That the State under Review cease forthwith the practice of repeated prosecution and punishment of persons who have refused on grounds of conscience to perform military service.
That the State under Review progressively repeal all the legislative provisions which discriminate in civilian life against those who have not completed military service.
For enquiries please contact Ms. Hülya Üçpinar or Mr. Davut Erkan.
1 CCPR/C/TUR/CO/1, 2nd November 2012, Para 23
2 ibid, Para 26
3 Draft report on follow-up to the concluding observations of the Human Rights Committee (document ref. CCPR/C/112/2/22), October 2014, p18.
4 ibid, p. 2
5 Osman Murat Ülke v. Turkey, 39437/98, 24/01/2006; Yunus Erçep v. Turkey, 43965/04, 22/11/2011; Feti Demirtaş v. Turkey, 5260/07, 17/01/2012; Halil Savda v. Turkey, 42730/05, 12/06/2012; Mehmet Tarhan v. Turkey, 9078/06, 17/07/2012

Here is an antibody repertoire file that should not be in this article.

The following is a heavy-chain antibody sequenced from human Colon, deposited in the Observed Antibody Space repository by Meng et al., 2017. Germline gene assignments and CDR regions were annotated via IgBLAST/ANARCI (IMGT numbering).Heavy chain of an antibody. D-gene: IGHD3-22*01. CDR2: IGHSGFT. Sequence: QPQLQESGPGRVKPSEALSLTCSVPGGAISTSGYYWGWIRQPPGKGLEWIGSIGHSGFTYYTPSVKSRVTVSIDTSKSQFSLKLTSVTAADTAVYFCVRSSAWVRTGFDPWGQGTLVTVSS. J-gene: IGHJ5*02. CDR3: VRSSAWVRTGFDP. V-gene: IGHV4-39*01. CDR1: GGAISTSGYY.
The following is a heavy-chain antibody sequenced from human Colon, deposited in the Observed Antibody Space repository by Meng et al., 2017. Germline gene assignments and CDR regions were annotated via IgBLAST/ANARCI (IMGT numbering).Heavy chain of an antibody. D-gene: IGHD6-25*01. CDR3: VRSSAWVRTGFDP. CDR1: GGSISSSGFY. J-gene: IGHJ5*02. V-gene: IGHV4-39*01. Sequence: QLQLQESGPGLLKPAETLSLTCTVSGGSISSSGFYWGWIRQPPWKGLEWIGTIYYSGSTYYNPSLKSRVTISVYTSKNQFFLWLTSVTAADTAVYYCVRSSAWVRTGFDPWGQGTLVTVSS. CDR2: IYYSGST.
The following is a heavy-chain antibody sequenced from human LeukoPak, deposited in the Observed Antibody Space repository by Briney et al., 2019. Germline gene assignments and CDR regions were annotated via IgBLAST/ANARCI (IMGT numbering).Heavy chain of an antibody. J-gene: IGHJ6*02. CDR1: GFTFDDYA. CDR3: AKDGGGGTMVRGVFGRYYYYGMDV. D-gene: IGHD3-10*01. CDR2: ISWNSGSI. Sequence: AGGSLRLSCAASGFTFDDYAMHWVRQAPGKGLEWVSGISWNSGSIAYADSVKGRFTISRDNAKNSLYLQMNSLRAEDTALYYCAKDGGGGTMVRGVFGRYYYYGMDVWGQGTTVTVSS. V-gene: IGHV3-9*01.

6 Ucpinar, H. Execution of the Judgment Ulke v. Turkey: Monitoring report «The right to conscientious objection », IHOP (Insan Haklari Ortak Platformu – Human Rights Joint Platform, Istanbul, April 2013.
10 www.tbmm.gov.tr/develop/owa/yazili_sozlu_soru_sd.onerge_bilgileri?kanunlar_sira_no=145579; www.tbmm.gov.tr/develop/owa/yazili_sozlu_soru_sd.onerge_bilgileri?kanunlar_sira_no=124502
11 www.tbmm.gov.tr/develop/owa/yazili_sozlu_soru_sd.onerge_bilgileri?kanunlar_sira_no=131474 http://www.tbmm.gov.tr/develop/owa/yazili_sozlu_soru_sd.onerge_bilgileri?kanunlar_sira_no=126522 http://www.tbmm.gov.tr/develop/owa/yazili_sozlu_soru_sd.onerge_bilgileri?kanunlar_sira_no=109658
13 Ministry of Justice, General Directorate of Laws, email message ref. no. 94580662/2013-622.01-556/773/6935